It’s entirely possible that when we start to lay claim to our belonging as children of God, it will feel scary and perhaps even painful as we expose parts of us that we have hidden away from our friends, families, and churches in order to win their approval. We will feel our world breaking up- rocked by a seismic acceptance of self- and under the shifting layers will emerge a new existence, gleaming with God’s goodness and ready for the world to behold and celebrate.
When Jesus looked at the multitude, he saw people as being harassed. I used to believe this was just about personal evangelism—that we needed more workers in the harvest field who would help people pray to receive Christ. But now I see that Jesus was asking for more workers who would stand in the gap to guard and advocate for people who were being harassed. For Jesus, love took the form of helping to protect vulnerable people.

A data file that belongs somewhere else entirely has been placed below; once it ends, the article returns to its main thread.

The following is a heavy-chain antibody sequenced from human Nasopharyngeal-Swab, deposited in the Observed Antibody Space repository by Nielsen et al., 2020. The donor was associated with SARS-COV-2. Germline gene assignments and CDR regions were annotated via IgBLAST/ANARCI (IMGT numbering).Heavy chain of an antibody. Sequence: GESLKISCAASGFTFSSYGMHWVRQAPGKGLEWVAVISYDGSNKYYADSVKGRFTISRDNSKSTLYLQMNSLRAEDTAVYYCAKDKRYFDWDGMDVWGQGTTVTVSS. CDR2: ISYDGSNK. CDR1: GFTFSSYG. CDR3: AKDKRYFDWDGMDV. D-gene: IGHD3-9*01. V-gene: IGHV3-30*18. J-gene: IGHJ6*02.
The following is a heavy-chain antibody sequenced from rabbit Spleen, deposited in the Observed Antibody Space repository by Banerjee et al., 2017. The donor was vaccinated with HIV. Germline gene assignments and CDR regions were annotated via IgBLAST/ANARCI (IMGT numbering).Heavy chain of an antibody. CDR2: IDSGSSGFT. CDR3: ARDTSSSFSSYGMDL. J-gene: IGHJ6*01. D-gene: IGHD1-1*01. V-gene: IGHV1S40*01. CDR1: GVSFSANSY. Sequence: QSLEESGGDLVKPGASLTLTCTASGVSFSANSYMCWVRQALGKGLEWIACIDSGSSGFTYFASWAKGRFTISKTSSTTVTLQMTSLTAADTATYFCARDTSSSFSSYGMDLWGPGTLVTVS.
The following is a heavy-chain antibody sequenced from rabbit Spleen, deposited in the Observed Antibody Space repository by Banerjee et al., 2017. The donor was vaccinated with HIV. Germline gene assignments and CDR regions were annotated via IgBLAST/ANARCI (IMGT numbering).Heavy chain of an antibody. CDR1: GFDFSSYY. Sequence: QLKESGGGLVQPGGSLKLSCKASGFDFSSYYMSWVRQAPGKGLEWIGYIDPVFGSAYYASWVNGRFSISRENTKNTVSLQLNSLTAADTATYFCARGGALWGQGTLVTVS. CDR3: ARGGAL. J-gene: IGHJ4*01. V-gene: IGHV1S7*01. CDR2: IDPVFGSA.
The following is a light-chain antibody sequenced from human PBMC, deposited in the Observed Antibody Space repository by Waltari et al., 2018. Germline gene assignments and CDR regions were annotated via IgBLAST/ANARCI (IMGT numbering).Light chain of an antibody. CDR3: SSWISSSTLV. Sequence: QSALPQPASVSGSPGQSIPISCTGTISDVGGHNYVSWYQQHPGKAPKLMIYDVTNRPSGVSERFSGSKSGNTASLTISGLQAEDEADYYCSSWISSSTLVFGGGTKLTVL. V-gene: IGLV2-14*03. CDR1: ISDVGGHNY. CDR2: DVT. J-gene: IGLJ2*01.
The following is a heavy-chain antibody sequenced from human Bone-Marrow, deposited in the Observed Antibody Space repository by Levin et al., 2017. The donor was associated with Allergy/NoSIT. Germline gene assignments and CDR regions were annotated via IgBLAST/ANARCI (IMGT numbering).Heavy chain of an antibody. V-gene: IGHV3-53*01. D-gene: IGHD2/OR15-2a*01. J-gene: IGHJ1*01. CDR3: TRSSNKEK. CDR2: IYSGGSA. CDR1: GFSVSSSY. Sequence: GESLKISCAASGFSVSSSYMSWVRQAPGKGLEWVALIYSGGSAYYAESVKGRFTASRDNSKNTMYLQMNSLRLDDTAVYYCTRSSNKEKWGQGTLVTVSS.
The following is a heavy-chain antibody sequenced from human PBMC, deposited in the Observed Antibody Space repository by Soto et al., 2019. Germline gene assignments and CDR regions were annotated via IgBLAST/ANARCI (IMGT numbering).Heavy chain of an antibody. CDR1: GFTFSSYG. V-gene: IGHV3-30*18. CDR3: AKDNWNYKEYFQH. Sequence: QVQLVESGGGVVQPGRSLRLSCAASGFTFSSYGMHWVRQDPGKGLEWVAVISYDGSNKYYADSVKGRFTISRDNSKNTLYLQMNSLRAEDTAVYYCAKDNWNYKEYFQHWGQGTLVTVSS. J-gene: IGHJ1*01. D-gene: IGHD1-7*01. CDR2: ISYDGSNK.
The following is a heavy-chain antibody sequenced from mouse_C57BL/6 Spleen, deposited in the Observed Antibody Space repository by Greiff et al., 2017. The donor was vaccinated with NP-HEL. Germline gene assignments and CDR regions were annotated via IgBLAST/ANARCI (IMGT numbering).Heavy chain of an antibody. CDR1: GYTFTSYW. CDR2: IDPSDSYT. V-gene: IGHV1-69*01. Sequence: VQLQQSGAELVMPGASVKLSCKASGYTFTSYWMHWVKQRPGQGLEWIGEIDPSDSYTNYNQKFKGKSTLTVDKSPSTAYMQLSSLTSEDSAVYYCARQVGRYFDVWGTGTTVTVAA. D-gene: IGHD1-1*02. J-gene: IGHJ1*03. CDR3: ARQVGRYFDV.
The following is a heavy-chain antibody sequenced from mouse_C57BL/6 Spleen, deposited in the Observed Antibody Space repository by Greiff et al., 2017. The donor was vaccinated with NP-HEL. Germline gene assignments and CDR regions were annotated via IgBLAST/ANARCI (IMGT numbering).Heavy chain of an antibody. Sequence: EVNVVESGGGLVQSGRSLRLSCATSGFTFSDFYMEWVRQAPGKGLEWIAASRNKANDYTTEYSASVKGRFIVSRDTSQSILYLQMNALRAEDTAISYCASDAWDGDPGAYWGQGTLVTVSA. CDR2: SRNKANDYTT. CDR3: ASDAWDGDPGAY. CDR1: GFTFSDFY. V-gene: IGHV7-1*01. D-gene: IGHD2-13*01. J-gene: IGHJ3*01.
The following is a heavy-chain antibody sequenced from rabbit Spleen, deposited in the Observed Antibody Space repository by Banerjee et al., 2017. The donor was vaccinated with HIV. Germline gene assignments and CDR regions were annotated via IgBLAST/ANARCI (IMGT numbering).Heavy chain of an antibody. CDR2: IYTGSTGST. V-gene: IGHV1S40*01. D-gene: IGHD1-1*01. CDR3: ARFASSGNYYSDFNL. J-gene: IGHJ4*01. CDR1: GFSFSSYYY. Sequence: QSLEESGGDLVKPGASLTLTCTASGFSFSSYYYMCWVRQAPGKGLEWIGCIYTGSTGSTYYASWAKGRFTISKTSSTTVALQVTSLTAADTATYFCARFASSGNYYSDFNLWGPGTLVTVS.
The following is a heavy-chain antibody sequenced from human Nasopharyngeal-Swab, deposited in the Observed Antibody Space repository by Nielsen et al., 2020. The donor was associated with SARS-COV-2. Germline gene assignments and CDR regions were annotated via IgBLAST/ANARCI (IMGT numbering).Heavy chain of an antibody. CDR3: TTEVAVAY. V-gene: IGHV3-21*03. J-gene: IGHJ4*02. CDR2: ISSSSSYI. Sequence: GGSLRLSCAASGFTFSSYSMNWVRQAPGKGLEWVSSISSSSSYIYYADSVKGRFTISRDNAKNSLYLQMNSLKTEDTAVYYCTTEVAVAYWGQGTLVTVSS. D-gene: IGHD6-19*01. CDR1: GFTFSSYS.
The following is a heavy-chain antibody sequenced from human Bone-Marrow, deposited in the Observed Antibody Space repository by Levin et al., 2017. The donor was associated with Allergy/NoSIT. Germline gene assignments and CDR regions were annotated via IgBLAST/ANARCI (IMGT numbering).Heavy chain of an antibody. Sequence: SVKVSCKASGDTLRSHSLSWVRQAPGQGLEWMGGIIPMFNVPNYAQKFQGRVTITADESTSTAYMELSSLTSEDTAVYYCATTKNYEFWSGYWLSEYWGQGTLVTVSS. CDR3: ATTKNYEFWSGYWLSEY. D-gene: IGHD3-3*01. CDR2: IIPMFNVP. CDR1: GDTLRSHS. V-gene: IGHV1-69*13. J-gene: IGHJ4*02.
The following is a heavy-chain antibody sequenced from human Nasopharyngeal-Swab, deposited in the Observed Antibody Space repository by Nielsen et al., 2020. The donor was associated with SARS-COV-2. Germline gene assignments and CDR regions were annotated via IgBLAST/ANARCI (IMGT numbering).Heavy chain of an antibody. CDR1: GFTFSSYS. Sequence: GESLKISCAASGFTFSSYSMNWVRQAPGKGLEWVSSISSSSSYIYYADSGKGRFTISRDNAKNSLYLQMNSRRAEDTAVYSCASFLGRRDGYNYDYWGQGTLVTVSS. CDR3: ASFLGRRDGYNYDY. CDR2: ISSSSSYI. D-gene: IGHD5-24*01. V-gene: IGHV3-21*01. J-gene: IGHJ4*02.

Religion and faith are neither inherently “good” nor “bad”. Religion and faith are powers to be used responsibly. As a pastor I am not opposed to religion. I am a student of Christianity and our neighbors of many faiths. As a pastor it is my duty, privilege, and calling to actively resist violence, especially violence done in the name of religion.
Shame was burgeoning throughout my body like a viral disease because I thought my version of ‘God is Love’ and gender nonconformity were inherently damaged. But while I tried to smite out the authenticity that produced my shame, I was in fact compounding my shame. In fact, the more intensely I embraced shame, the more convinced I was paying an appropriate penance unto God. Needless to say, I was fixing the wrong mechanism with the wrong remedy.